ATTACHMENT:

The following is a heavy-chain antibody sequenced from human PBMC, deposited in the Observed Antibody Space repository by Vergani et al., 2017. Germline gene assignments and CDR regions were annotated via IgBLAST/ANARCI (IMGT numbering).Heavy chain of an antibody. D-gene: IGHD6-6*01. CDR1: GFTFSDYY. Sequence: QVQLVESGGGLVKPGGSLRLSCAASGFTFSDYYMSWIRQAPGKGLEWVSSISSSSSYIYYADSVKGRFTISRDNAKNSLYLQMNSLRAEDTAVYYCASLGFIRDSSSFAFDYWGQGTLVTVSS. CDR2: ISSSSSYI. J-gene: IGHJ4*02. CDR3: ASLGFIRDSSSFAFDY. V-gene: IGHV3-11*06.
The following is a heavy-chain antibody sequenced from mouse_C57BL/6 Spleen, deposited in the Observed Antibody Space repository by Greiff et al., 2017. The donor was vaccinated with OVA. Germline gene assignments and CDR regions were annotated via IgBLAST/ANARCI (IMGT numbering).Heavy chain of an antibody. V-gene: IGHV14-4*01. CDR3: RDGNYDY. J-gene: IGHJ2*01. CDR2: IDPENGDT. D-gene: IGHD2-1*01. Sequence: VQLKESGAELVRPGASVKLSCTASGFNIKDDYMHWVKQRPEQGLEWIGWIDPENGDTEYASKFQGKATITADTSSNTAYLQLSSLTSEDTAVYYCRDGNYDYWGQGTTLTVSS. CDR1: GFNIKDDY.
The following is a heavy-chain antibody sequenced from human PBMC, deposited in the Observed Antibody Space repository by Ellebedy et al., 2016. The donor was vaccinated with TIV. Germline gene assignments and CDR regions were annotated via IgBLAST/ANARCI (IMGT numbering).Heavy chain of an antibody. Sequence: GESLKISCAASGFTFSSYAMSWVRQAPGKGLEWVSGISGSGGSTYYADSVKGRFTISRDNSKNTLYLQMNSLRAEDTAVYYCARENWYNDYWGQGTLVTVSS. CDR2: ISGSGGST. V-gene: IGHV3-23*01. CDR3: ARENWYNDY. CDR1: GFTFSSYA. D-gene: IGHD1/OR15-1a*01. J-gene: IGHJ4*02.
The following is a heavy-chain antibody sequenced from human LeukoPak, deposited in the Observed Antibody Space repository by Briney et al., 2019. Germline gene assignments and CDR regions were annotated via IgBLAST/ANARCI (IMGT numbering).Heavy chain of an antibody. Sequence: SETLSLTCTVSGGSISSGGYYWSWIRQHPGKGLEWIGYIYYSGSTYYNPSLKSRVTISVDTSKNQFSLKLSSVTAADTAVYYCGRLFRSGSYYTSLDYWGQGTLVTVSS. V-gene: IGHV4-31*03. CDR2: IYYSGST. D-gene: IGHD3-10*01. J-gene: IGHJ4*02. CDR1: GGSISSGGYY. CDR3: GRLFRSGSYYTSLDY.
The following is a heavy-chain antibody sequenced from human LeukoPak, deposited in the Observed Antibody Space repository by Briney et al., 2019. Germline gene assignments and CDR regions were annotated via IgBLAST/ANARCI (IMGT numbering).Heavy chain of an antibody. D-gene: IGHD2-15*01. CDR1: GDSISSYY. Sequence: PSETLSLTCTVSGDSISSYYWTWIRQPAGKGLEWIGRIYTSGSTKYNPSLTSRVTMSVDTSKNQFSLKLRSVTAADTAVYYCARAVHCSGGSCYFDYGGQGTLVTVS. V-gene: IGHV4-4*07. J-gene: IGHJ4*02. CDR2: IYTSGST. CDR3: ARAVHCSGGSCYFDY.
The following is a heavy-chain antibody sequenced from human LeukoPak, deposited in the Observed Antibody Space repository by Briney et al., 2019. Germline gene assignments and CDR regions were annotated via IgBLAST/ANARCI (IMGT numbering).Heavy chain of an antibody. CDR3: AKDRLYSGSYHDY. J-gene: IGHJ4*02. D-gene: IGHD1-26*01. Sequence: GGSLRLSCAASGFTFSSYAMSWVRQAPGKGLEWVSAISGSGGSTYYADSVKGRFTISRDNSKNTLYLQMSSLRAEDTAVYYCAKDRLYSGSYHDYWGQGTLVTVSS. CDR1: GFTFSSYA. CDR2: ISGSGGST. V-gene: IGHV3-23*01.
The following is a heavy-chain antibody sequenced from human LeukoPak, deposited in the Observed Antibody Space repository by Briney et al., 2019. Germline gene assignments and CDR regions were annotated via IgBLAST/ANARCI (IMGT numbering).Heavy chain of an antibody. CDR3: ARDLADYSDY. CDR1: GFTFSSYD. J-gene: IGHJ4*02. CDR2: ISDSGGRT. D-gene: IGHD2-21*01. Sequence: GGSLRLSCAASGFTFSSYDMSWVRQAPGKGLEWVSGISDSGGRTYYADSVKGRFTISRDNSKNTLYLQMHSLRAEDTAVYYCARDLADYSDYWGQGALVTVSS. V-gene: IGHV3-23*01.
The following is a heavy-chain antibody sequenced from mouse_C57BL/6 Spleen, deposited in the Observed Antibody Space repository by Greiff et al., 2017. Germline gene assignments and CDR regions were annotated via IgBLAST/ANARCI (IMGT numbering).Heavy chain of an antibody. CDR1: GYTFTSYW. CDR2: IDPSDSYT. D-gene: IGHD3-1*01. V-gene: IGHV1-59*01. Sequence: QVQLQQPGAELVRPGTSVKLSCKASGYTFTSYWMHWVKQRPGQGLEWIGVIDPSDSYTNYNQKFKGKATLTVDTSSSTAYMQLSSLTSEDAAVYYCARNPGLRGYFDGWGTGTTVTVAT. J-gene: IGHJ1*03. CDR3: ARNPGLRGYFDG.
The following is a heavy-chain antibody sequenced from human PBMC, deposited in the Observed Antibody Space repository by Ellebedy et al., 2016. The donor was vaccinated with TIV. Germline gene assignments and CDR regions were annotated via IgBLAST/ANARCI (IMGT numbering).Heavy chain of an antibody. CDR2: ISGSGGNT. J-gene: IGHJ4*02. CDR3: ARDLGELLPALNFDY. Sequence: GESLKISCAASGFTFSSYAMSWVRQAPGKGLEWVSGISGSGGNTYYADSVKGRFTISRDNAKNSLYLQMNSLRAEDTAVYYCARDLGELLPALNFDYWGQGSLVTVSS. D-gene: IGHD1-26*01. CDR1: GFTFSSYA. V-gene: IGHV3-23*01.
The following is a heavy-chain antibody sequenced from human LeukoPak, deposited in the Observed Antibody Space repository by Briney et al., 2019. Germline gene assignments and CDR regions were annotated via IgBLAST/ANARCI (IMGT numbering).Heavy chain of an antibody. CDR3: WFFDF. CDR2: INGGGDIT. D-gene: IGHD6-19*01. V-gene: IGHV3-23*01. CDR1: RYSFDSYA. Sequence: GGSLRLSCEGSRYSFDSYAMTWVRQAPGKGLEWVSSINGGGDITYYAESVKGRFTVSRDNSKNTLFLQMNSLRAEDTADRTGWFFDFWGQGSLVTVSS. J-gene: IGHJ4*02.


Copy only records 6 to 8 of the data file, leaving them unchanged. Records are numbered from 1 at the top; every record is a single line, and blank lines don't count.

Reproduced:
The following is a heavy-chain antibody sequenced from human LeukoPak, deposited in the Observed Antibody Space repository by Briney et al., 2019. Germline gene assignments and CDR regions were annotated via IgBLAST/ANARCI (IMGT numbering).Heavy chain of an antibody. CDR3: AKDRLYSGSYHDY. J-gene: IGHJ4*02. D-gene: IGHD1-26*01. Sequence: GGSLRLSCAASGFTFSSYAMSWVRQAPGKGLEWVSAISGSGGSTYYADSVKGRFTISRDNSKNTLYLQMSSLRAEDTAVYYCAKDRLYSGSYHDYWGQGTLVTVSS. CDR1: GFTFSSYA. CDR2: ISGSGGST. V-gene: IGHV3-23*01.
The following is a heavy-chain antibody sequenced from human LeukoPak, deposited in the Observed Antibody Space repository by Briney et al., 2019. Germline gene assignments and CDR regions were annotated via IgBLAST/ANARCI (IMGT numbering).Heavy chain of an antibody. CDR3: ARDLADYSDY. CDR1: GFTFSSYD. J-gene: IGHJ4*02. CDR2: ISDSGGRT. D-gene: IGHD2-21*01. Sequence: GGSLRLSCAASGFTFSSYDMSWVRQAPGKGLEWVSGISDSGGRTYYADSVKGRFTISRDNSKNTLYLQMHSLRAEDTAVYYCARDLADYSDYWGQGALVTVSS. V-gene: IGHV3-23*01.
The following is a heavy-chain antibody sequenced from mouse_C57BL/6 Spleen, deposited in the Observed Antibody Space repository by Greiff et al., 2017. Germline gene assignments and CDR regions were annotated via IgBLAST/ANARCI (IMGT numbering).Heavy chain of an antibody. CDR1: GYTFTSYW. CDR2: IDPSDSYT. D-gene: IGHD3-1*01. V-gene: IGHV1-59*01. Sequence: QVQLQQPGAELVRPGTSVKLSCKASGYTFTSYWMHWVKQRPGQGLEWIGVIDPSDSYTNYNQKFKGKATLTVDTSSSTAYMQLSSLTSEDAAVYYCARNPGLRGYFDGWGTGTTVTVAT. J-gene: IGHJ1*03. CDR3: ARNPGLRGYFDG.